This Week in Labor History 012

Tobacco stemmers strike, 1937

Tobacco stemmers strike, 1937

"The class which has the power to rob upon a large scale has also the power to control the government and legalize their robbery." -Eugene Debs, Legendary American Labor Leader, IWW co-founder, American Railroad Union founder

I’m Kevin Cook, and This Week in Labor History

Wednesday, May 1

In 1830, Mary Harris “Mother” Jones, school teacher, fearless Labor Leader and IWW co- founder, champion of the working class and the "most dangerous woman in America", was born in County Cork, Ireland. She once said, "If they want to hang me, let them. And on the scaffold, I will shout freedom for the working class!"

The first International Labor Day was established on this day world-wide in 1889, except in the U.S.A. The U.S. decided to create its own Labor Day in September to undercut world worker solidarity and to white wash its violent history of repressing American workers, strikes and worker protest.

In 1906, 1,200 members of the Iron Molders Union in Milwaukee struck for shorter hours and more pay. They lost the strike after 2 years of bitter struggle. One employer, Allis-Chalmers, spent $21,700 to hire the Burr-Herr Detective Agency, resulting in more than 200 assaults on union members, including union leader Peter Cramer, who was killed. The agency offered $10 for each striker they beat up.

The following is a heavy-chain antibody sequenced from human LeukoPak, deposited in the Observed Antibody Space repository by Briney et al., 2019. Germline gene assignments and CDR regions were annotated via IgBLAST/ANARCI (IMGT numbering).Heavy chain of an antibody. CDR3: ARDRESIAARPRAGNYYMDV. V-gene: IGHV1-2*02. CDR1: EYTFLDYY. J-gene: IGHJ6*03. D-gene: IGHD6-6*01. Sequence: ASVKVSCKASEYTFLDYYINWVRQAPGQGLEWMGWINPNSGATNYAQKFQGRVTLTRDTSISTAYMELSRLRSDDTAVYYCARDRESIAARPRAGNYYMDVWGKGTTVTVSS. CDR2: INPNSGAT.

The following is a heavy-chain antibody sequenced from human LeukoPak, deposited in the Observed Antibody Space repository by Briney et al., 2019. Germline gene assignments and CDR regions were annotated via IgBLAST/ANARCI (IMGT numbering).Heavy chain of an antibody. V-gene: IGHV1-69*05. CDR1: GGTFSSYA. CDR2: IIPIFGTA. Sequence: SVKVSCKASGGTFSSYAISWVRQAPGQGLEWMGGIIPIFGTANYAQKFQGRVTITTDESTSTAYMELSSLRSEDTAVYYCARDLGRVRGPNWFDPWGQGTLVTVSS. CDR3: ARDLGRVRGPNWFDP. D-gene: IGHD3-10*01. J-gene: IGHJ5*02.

Thursday, May 2

In 1886, over 2,500 workers marched in Milwaukee for the 8-hour day. Demonstrators carried the worker’s red flag and the tricolor banners of the Eight Hour League. Governor Jeremiah Rusk supplied the Milwaukee National Guard with increased ammunition and the entire city police force with four companies of infantry and artillery, in order to crush the 8-hour day movement. The James O’Connell song The Red Flag, reads “The worker's flag is deepest red,
It shrouded oft our martyred dead; And ere their limbs grew stiff and cold, Their life-blood dyed its every fold.”

In 1933 in Germany on this day, just months after Hitler was appointed Chancellor, his very first move to ensure his power was to end democratic unions in Nazi Germany. On May 2nd, 1933, police occupied all union headquarters, union officials and union leaders were arrested, many never to be seen again. The funds that belonged to the unions were confiscated and all democratic worker's unions were outlawed. All Fascists throughout history, and even today, have one thing in common...they are all anti-union.

Friday, May 3

In 1886, 4 striking workers were murdered and 200 wounded when police, protecting the capitalist interests, attacked an 8-hour day demonstration on Chicago’s south side at the McCormick Harvesting Machine plant. The Haymarket Massacre would take place the following day.

On this day in 1919, folk singer-songwriter, social justice activist, and union activist Pete Seeger was born. Seeger, a target during America’s shameful McCarthy era, said “One of the things I'm most proud of about my country is the fact that we did lick McCarthyism back in the fifties.” Sadly, McCarthyism is back. In 2014, The Montana GOP, Senator Daines, and several news outlets shamelessly used red baiting and McCarthyism to falsely claim the Democratic candidate was a communist.